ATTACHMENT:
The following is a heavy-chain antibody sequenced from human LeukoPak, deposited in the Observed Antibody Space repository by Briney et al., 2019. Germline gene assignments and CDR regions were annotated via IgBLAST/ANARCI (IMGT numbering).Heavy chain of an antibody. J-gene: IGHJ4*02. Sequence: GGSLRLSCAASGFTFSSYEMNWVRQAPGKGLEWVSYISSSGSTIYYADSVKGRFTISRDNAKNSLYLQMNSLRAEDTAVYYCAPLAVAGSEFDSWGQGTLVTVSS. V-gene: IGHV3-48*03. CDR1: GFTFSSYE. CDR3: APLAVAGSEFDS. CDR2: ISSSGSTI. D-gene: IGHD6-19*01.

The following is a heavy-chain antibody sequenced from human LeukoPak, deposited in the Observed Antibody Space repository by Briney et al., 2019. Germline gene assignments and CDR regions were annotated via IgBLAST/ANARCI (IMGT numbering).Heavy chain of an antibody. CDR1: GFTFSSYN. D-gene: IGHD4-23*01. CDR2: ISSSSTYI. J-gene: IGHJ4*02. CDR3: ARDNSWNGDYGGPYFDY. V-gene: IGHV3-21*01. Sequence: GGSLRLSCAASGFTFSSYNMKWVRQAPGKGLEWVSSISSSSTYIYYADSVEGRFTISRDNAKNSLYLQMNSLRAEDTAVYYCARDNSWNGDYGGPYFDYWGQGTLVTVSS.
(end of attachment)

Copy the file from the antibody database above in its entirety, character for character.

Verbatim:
The following is a heavy-chain antibody sequenced from human LeukoPak, deposited in the Observed Antibody Space repository by Briney et al., 2019. Germline gene assignments and CDR regions were annotated via IgBLAST/ANARCI (IMGT numbering).Heavy chain of an antibody. J-gene: IGHJ4*02. Sequence: GGSLRLSCAASGFTFSSYEMNWVRQAPGKGLEWVSYISSSGSTIYYADSVKGRFTISRDNAKNSLYLQMNSLRAEDTAVYYCAPLAVAGSEFDSWGQGTLVTVSS. V-gene: IGHV3-48*03. CDR1: GFTFSSYE. CDR3: APLAVAGSEFDS. CDR2: ISSSGSTI. D-gene: IGHD6-19*01.

The following is a heavy-chain antibody sequenced from human LeukoPak, deposited in the Observed Antibody Space repository by Briney et al., 2019. Germline gene assignments and CDR regions were annotated via IgBLAST/ANARCI (IMGT numbering).Heavy chain of an antibody. CDR1: GFTFSSYN. D-gene: IGHD4-23*01. CDR2: ISSSSTYI. J-gene: IGHJ4*02. CDR3: ARDNSWNGDYGGPYFDY. V-gene: IGHV3-21*01. Sequence: GGSLRLSCAASGFTFSSYNMKWVRQAPGKGLEWVSSISSSSTYIYYADSVEGRFTISRDNAKNSLYLQMNSLRAEDTAVYYCARDNSWNGDYGGPYFDYWGQGTLVTVSS.